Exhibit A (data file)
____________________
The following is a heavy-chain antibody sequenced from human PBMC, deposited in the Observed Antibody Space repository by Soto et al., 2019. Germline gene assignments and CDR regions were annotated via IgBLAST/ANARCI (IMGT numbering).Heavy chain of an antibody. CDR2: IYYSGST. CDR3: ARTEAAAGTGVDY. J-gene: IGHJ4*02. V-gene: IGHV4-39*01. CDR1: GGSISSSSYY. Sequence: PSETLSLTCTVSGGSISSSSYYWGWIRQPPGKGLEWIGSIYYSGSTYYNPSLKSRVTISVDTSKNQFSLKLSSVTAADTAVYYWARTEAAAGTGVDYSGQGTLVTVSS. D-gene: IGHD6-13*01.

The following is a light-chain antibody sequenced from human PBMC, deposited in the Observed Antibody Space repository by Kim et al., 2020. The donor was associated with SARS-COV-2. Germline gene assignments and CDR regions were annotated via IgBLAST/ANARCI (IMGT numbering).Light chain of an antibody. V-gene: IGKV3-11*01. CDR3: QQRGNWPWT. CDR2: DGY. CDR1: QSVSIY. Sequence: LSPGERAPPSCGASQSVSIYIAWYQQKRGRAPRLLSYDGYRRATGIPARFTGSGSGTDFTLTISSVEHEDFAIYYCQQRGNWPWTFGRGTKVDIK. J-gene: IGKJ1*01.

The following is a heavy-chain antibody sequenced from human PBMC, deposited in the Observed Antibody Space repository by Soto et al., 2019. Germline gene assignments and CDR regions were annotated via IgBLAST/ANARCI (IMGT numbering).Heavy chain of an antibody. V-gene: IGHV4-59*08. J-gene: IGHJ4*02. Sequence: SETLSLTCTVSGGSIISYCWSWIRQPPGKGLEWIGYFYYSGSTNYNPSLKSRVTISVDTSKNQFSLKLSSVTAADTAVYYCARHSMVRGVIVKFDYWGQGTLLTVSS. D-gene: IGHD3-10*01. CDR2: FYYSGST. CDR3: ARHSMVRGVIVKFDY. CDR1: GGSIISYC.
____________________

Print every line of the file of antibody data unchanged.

The following is a heavy-chain antibody sequenced from human PBMC, deposited in the Observed Antibody Space repository by Soto et al., 2019. Germline gene assignments and CDR regions were annotated via IgBLAST/ANARCI (IMGT numbering).Heavy chain of an antibody. CDR2: IYYSGST. CDR3: ARTEAAAGTGVDY. J-gene: IGHJ4*02. V-gene: IGHV4-39*01. CDR1: GGSISSSSYY. Sequence: PSETLSLTCTVSGGSISSSSYYWGWIRQPPGKGLEWIGSIYYSGSTYYNPSLKSRVTISVDTSKNQFSLKLSSVTAADTAVYYWARTEAAAGTGVDYSGQGTLVTVSS. D-gene: IGHD6-13*01.

The following is a light-chain antibody sequenced from human PBMC, deposited in the Observed Antibody Space repository by Kim et al., 2020. The donor was associated with SARS-COV-2. Germline gene assignments and CDR regions were annotated via IgBLAST/ANARCI (IMGT numbering).Light chain of an antibody. V-gene: IGKV3-11*01. CDR3: QQRGNWPWT. CDR2: DGY. CDR1: QSVSIY. Sequence: LSPGERAPPSCGASQSVSIYIAWYQQKRGRAPRLLSYDGYRRATGIPARFTGSGSGTDFTLTISSVEHEDFAIYYCQQRGNWPWTFGRGTKVDIK. J-gene: IGKJ1*01.

The following is a heavy-chain antibody sequenced from human PBMC, deposited in the Observed Antibody Space repository by Soto et al., 2019. Germline gene assignments and CDR regions were annotated via IgBLAST/ANARCI (IMGT numbering).Heavy chain of an antibody. V-gene: IGHV4-59*08. J-gene: IGHJ4*02. Sequence: SETLSLTCTVSGGSIISYCWSWIRQPPGKGLEWIGYFYYSGSTNYNPSLKSRVTISVDTSKNQFSLKLSSVTAADTAVYYCARHSMVRGVIVKFDYWGQGTLLTVSS. D-gene: IGHD3-10*01. CDR2: FYYSGST. CDR3: ARHSMVRGVIVKFDY. CDR1: GGSIISYC.